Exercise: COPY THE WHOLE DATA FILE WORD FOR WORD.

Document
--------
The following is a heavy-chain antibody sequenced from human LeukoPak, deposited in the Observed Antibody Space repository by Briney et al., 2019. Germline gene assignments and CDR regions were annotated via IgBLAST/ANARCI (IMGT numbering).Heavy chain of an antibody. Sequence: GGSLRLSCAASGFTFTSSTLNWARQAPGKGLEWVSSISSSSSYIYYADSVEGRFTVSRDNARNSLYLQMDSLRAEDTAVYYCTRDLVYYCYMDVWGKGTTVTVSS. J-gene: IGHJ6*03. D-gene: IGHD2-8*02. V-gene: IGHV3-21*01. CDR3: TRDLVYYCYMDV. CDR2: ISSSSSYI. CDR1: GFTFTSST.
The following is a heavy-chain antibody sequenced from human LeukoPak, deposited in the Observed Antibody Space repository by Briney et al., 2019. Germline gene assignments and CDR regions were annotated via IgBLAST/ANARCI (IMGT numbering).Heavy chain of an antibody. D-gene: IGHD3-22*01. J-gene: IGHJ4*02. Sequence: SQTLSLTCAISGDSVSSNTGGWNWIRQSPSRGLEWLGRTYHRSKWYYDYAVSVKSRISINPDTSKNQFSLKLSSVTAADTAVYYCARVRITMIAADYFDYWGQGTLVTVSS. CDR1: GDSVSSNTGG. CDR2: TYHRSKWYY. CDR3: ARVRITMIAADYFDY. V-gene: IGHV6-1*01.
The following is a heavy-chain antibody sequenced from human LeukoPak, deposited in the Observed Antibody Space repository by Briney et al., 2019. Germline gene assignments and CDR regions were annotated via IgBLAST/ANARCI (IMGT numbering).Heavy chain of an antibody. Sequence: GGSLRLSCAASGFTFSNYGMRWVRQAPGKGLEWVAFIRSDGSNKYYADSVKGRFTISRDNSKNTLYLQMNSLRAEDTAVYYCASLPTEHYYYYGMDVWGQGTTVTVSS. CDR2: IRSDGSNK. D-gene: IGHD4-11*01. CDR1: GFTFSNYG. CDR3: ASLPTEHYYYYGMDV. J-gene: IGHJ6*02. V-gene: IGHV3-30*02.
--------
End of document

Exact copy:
The following is a heavy-chain antibody sequenced from human LeukoPak, deposited in the Observed Antibody Space repository by Briney et al., 2019. Germline gene assignments and CDR regions were annotated via IgBLAST/ANARCI (IMGT numbering).Heavy chain of an antibody. Sequence: GGSLRLSCAASGFTFTSSTLNWARQAPGKGLEWVSSISSSSSYIYYADSVEGRFTVSRDNARNSLYLQMDSLRAEDTAVYYCTRDLVYYCYMDVWGKGTTVTVSS. J-gene: IGHJ6*03. D-gene: IGHD2-8*02. V-gene: IGHV3-21*01. CDR3: TRDLVYYCYMDV. CDR2: ISSSSSYI. CDR1: GFTFTSST.
The following is a heavy-chain antibody sequenced from human LeukoPak, deposited in the Observed Antibody Space repository by Briney et al., 2019. Germline gene assignments and CDR regions were annotated via IgBLAST/ANARCI (IMGT numbering).Heavy chain of an antibody. D-gene: IGHD3-22*01. J-gene: IGHJ4*02. Sequence: SQTLSLTCAISGDSVSSNTGGWNWIRQSPSRGLEWLGRTYHRSKWYYDYAVSVKSRISINPDTSKNQFSLKLSSVTAADTAVYYCARVRITMIAADYFDYWGQGTLVTVSS. CDR1: GDSVSSNTGG. CDR2: TYHRSKWYY. CDR3: ARVRITMIAADYFDY. V-gene: IGHV6-1*01.
The following is a heavy-chain antibody sequenced from human LeukoPak, deposited in the Observed Antibody Space repository by Briney et al., 2019. Germline gene assignments and CDR regions were annotated via IgBLAST/ANARCI (IMGT numbering).Heavy chain of an antibody. Sequence: GGSLRLSCAASGFTFSNYGMRWVRQAPGKGLEWVAFIRSDGSNKYYADSVKGRFTISRDNSKNTLYLQMNSLRAEDTAVYYCASLPTEHYYYYGMDVWGQGTTVTVSS. CDR2: IRSDGSNK. D-gene: IGHD4-11*01. CDR1: GFTFSNYG. CDR3: ASLPTEHYYYYGMDV. J-gene: IGHJ6*02. V-gene: IGHV3-30*02.